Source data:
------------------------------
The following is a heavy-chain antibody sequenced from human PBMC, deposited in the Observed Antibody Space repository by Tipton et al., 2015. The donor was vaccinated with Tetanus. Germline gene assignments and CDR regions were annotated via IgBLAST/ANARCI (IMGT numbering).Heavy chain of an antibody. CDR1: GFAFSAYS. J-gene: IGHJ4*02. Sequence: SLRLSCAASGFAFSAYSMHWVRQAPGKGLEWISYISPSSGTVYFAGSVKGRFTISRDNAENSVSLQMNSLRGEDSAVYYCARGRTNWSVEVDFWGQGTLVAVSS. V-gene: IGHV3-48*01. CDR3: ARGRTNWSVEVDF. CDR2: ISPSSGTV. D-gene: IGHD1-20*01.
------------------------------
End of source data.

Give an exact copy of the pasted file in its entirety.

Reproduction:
The following is a heavy-chain antibody sequenced from human PBMC, deposited in the Observed Antibody Space repository by Tipton et al., 2015. The donor was vaccinated with Tetanus. Germline gene assignments and CDR regions were annotated via IgBLAST/ANARCI (IMGT numbering).Heavy chain of an antibody. CDR1: GFAFSAYS. J-gene: IGHJ4*02. Sequence: SLRLSCAASGFAFSAYSMHWVRQAPGKGLEWISYISPSSGTVYFAGSVKGRFTISRDNAENSVSLQMNSLRGEDSAVYYCARGRTNWSVEVDFWGQGTLVAVSS. V-gene: IGHV3-48*01. CDR3: ARGRTNWSVEVDF. CDR2: ISPSSGTV. D-gene: IGHD1-20*01.